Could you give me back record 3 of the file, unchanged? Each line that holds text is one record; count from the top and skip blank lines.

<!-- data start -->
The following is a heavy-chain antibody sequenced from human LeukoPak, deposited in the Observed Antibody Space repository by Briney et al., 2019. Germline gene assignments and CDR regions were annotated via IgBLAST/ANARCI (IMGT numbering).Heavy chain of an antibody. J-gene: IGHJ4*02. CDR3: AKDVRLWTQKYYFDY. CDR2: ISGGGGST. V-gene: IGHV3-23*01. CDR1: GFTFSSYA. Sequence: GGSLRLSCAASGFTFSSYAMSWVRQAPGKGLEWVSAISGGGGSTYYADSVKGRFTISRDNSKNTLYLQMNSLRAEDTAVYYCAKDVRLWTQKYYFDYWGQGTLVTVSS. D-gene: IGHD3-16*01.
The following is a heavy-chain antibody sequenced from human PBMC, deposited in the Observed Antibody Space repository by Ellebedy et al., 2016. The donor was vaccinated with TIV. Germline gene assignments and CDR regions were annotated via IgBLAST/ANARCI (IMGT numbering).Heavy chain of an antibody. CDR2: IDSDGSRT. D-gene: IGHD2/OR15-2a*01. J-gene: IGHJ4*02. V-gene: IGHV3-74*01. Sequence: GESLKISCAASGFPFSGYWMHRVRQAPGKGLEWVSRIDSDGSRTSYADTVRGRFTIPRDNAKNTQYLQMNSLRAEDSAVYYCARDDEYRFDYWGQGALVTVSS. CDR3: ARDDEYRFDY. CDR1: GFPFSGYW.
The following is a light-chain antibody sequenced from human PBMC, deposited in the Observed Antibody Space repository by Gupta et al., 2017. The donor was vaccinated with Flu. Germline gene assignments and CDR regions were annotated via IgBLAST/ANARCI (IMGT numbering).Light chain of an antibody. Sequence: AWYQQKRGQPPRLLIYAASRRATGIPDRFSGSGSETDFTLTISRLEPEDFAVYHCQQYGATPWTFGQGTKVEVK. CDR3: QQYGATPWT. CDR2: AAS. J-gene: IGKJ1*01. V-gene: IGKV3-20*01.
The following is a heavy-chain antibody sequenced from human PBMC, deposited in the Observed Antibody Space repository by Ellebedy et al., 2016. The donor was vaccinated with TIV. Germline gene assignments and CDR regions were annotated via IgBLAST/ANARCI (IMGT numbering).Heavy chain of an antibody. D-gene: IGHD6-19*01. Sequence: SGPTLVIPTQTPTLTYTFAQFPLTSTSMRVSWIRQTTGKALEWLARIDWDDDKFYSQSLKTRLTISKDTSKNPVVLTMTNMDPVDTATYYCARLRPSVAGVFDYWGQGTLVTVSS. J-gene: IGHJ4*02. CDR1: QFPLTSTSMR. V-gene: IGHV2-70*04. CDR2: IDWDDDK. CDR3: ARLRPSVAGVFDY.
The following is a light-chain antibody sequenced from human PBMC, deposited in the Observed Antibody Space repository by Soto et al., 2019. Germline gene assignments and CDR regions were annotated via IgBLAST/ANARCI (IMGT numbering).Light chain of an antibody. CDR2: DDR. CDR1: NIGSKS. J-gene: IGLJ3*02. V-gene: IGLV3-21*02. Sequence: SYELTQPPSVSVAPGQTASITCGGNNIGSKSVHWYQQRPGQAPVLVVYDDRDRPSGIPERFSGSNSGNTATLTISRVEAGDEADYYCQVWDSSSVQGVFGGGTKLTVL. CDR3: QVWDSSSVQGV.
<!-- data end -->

The following is a light-chain antibody sequenced from human PBMC, deposited in the Observed Antibody Space repository by Gupta et al., 2017. The donor was vaccinated with Flu. Germline gene assignments and CDR regions were annotated via IgBLAST/ANARCI (IMGT numbering).Light chain of an antibody. Sequence: AWYQQKRGQPPRLLIYAASRRATGIPDRFSGSGSETDFTLTISRLEPEDFAVYHCQQYGATPWTFGQGTKVEVK. CDR3: QQYGATPWT. CDR2: AAS. J-gene: IGKJ1*01. V-gene: IGKV3-20*01.